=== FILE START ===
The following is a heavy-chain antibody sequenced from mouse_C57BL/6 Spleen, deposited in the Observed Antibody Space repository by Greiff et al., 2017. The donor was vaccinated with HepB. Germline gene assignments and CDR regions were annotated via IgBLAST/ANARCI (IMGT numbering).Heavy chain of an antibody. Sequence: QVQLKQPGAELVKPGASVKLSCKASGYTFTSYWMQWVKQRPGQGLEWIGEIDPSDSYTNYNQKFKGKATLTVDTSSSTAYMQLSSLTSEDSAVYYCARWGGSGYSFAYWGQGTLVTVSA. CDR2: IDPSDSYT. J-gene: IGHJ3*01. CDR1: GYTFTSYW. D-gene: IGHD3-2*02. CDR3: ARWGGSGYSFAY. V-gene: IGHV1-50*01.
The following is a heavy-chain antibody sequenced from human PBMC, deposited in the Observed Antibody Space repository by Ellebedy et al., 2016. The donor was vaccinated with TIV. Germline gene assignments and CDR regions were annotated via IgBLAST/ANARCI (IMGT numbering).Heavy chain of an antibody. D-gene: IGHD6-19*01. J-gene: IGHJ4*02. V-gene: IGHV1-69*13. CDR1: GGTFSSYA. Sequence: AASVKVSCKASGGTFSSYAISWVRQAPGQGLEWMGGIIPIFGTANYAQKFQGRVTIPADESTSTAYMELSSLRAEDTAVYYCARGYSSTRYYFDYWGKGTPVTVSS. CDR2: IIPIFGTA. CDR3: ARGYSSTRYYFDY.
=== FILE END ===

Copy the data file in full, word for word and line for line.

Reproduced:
The following is a heavy-chain antibody sequenced from mouse_C57BL/6 Spleen, deposited in the Observed Antibody Space repository by Greiff et al., 2017. The donor was vaccinated with HepB. Germline gene assignments and CDR regions were annotated via IgBLAST/ANARCI (IMGT numbering).Heavy chain of an antibody. Sequence: QVQLKQPGAELVKPGASVKLSCKASGYTFTSYWMQWVKQRPGQGLEWIGEIDPSDSYTNYNQKFKGKATLTVDTSSSTAYMQLSSLTSEDSAVYYCARWGGSGYSFAYWGQGTLVTVSA. CDR2: IDPSDSYT. J-gene: IGHJ3*01. CDR1: GYTFTSYW. D-gene: IGHD3-2*02. CDR3: ARWGGSGYSFAY. V-gene: IGHV1-50*01.
The following is a heavy-chain antibody sequenced from human PBMC, deposited in the Observed Antibody Space repository by Ellebedy et al., 2016. The donor was vaccinated with TIV. Germline gene assignments and CDR regions were annotated via IgBLAST/ANARCI (IMGT numbering).Heavy chain of an antibody. D-gene: IGHD6-19*01. J-gene: IGHJ4*02. V-gene: IGHV1-69*13. CDR1: GGTFSSYA. Sequence: AASVKVSCKASGGTFSSYAISWVRQAPGQGLEWMGGIIPIFGTANYAQKFQGRVTIPADESTSTAYMELSSLRAEDTAVYYCARGYSSTRYYFDYWGKGTPVTVSS. CDR2: IIPIFGTA. CDR3: ARGYSSTRYYFDY.